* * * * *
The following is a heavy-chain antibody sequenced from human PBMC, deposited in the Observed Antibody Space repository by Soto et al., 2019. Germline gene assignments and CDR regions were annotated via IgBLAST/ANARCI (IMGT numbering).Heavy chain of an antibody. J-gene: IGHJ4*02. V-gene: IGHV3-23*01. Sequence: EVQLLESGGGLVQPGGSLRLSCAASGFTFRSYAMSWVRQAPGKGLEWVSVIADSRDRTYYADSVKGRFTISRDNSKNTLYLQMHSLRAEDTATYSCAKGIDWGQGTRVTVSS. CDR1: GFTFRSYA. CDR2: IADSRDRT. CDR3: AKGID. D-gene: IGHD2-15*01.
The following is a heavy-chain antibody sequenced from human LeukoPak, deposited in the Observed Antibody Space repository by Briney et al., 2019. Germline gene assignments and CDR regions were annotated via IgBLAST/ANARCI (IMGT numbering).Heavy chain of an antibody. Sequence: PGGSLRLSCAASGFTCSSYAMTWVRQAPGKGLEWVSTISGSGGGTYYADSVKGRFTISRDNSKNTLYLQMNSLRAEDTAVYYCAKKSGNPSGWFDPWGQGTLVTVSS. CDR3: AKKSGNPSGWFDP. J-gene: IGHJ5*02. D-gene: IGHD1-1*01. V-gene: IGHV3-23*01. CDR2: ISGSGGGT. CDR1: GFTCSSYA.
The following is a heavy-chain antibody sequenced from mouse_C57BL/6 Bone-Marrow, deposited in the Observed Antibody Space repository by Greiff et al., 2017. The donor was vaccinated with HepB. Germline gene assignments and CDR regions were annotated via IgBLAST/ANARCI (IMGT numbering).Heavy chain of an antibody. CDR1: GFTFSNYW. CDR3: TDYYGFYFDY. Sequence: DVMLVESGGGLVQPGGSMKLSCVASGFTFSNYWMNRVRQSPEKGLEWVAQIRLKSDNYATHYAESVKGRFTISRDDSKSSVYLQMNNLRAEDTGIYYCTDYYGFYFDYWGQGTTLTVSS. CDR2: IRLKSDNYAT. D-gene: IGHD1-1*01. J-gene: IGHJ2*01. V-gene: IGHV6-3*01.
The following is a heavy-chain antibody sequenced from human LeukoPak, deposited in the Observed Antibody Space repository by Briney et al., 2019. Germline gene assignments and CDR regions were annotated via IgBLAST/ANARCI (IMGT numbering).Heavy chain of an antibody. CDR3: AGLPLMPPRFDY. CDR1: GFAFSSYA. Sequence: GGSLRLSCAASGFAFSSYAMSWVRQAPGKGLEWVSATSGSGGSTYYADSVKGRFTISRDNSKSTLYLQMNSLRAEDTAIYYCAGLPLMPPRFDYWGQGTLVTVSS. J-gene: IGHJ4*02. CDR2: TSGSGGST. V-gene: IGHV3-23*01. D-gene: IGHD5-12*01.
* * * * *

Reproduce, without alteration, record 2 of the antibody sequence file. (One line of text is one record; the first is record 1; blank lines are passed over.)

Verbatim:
The following is a heavy-chain antibody sequenced from human LeukoPak, deposited in the Observed Antibody Space repository by Briney et al., 2019. Germline gene assignments and CDR regions were annotated via IgBLAST/ANARCI (IMGT numbering).Heavy chain of an antibody. Sequence: PGGSLRLSCAASGFTCSSYAMTWVRQAPGKGLEWVSTISGSGGGTYYADSVKGRFTISRDNSKNTLYLQMNSLRAEDTAVYYCAKKSGNPSGWFDPWGQGTLVTVSS. CDR3: AKKSGNPSGWFDP. J-gene: IGHJ5*02. D-gene: IGHD1-1*01. V-gene: IGHV3-23*01. CDR2: ISGSGGGT. CDR1: GFTCSSYA.